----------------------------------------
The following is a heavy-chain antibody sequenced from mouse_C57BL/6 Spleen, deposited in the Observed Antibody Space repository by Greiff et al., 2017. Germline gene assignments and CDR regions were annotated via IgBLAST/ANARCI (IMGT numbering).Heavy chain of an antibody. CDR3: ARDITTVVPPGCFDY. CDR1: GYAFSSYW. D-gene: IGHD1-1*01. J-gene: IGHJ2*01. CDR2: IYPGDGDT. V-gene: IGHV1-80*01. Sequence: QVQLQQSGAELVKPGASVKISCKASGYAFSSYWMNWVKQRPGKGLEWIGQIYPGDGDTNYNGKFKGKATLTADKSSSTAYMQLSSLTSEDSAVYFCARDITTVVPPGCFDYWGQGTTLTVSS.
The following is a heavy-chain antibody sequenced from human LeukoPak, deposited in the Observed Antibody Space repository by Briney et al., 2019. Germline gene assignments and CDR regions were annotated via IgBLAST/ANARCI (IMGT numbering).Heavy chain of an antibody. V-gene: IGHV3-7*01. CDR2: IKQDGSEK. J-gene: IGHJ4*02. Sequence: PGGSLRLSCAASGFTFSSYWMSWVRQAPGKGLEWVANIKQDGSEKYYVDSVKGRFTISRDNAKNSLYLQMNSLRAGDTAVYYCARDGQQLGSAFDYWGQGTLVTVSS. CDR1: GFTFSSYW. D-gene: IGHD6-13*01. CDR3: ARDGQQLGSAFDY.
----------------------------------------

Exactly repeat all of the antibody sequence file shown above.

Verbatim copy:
The following is a heavy-chain antibody sequenced from mouse_C57BL/6 Spleen, deposited in the Observed Antibody Space repository by Greiff et al., 2017. Germline gene assignments and CDR regions were annotated via IgBLAST/ANARCI (IMGT numbering).Heavy chain of an antibody. CDR3: ARDITTVVPPGCFDY. CDR1: GYAFSSYW. D-gene: IGHD1-1*01. J-gene: IGHJ2*01. CDR2: IYPGDGDT. V-gene: IGHV1-80*01. Sequence: QVQLQQSGAELVKPGASVKISCKASGYAFSSYWMNWVKQRPGKGLEWIGQIYPGDGDTNYNGKFKGKATLTADKSSSTAYMQLSSLTSEDSAVYFCARDITTVVPPGCFDYWGQGTTLTVSS.
The following is a heavy-chain antibody sequenced from human LeukoPak, deposited in the Observed Antibody Space repository by Briney et al., 2019. Germline gene assignments and CDR regions were annotated via IgBLAST/ANARCI (IMGT numbering).Heavy chain of an antibody. V-gene: IGHV3-7*01. CDR2: IKQDGSEK. J-gene: IGHJ4*02. Sequence: PGGSLRLSCAASGFTFSSYWMSWVRQAPGKGLEWVANIKQDGSEKYYVDSVKGRFTISRDNAKNSLYLQMNSLRAGDTAVYYCARDGQQLGSAFDYWGQGTLVTVSS. CDR1: GFTFSSYW. D-gene: IGHD6-13*01. CDR3: ARDGQQLGSAFDY.